Serious Airborne Human Health Threat From Oil-Spill In Louisiana.

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The Louisiana Environmental Action Network has released their analysis of the air monitoring tests done by the EPA. Can you guess what they might have found? Their findings indicate that concentrations of Volatile Organic Chemicals in the air from the oil spill between April 30 through May 6 may have exceeded the Louisiana Ambient Air Standards annual averages by as much 50X and the Hydrogen Sulfide concentrations on May 3, 5 & 6 exceeded the Physical Reaction Symptoms concentrations by a factor of 100 to 120 times. Yea, 50-120 times the averages normally found in the Gulf area and way beyond what is considered “safe” exposure levels for humans.

So much for offshore oil drilling being “safe”.

For instance, hydrogen sulfide has been detected at concentrations more than 100 times greater than the level known to cause physical reactions in people. Among the health effects of hydrogen sulfide exposure are eye and respiratory irritation as well as nausea, dizziness, confusion and headache.

The concentration threshold for people to experience physical symptoms from hydrogen sulfide is about 5 to 10 parts per billion. But as recently as last Thursday, the EPA measured levels at 1,000 ppb. The highest levels of airborne hydrogen sulfide measured so far were on May 3, at 1,192 ppb.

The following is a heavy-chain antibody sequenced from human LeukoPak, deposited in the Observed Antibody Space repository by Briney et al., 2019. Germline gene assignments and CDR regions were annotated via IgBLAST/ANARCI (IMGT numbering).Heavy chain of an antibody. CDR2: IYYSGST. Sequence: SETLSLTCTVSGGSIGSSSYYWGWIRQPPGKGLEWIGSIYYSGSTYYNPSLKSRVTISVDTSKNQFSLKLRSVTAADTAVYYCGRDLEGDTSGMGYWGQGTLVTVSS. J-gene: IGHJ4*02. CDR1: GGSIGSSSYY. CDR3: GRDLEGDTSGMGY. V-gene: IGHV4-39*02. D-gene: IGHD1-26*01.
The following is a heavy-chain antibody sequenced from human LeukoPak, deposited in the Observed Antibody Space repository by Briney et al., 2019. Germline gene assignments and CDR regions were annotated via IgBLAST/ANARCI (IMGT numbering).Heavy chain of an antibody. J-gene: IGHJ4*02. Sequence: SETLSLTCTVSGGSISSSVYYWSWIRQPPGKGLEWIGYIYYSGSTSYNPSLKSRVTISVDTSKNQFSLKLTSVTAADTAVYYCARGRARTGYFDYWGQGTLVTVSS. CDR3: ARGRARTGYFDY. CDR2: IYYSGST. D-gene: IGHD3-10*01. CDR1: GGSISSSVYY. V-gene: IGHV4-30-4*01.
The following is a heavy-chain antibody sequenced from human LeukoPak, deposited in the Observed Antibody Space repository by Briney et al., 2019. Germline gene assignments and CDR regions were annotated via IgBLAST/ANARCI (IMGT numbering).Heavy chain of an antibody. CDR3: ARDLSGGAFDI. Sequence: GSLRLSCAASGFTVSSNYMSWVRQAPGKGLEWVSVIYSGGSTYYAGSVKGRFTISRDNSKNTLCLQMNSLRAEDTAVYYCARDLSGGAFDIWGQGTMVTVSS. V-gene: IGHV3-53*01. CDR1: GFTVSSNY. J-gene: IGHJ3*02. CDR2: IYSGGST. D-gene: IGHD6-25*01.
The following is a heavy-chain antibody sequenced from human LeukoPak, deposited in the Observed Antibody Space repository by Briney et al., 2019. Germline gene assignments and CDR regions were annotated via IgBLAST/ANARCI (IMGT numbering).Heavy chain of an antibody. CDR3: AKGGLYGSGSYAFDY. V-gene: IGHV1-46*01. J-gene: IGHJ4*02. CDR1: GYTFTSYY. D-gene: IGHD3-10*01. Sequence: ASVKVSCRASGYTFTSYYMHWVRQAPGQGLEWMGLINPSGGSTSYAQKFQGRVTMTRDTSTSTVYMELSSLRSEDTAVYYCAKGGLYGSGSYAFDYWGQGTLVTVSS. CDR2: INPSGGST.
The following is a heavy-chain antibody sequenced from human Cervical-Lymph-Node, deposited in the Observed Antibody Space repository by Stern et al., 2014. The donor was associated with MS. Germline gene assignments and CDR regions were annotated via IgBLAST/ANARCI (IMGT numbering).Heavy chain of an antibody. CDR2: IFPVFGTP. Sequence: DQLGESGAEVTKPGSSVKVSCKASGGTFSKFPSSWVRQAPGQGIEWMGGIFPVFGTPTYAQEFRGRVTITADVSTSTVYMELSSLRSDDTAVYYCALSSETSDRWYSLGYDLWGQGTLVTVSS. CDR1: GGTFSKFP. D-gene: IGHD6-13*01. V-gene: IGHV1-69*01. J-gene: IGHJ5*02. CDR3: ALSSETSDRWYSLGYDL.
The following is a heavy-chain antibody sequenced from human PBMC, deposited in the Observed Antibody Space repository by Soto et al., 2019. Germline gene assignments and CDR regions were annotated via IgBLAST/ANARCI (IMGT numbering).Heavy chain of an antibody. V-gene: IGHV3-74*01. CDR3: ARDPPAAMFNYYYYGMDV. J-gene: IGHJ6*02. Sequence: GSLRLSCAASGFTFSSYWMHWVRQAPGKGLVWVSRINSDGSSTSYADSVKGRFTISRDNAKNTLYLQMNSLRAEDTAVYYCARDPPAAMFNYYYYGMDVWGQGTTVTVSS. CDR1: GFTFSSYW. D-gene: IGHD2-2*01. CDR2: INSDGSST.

Testing data also shows levels of volatile organic chemicals that far exceed Louisiana’s own ambient air standards. VOCs cause acute physical health symptoms including eye, skin and respiratory irritation as well as headaches, dizziness, weakness, nausea and confusion.

Louisiana’s ambient air standard for the VOC benzene, for example, is 3.76 ppb, while its standard for methylene chloride is 61.25 ppb. Long-term exposure to airborne benzene has been linked to cancer, while the EPA considers methylene chloride a probable carcinogen.

Air testing results show VOC concentrations far above these state standards. On May 6, for example, the EPA measured VOCs at levels of 483 ppb. The highest levels detected to date were on April 30, at 3,084 ppb, following by May 2, at 3,416 ppb.

Someday, we will hopefully stop fooling ourselves into believing that abusing fossil fuels is safe and can continue forever. And sadly, it will take more spills and accidents like this one to get us there.

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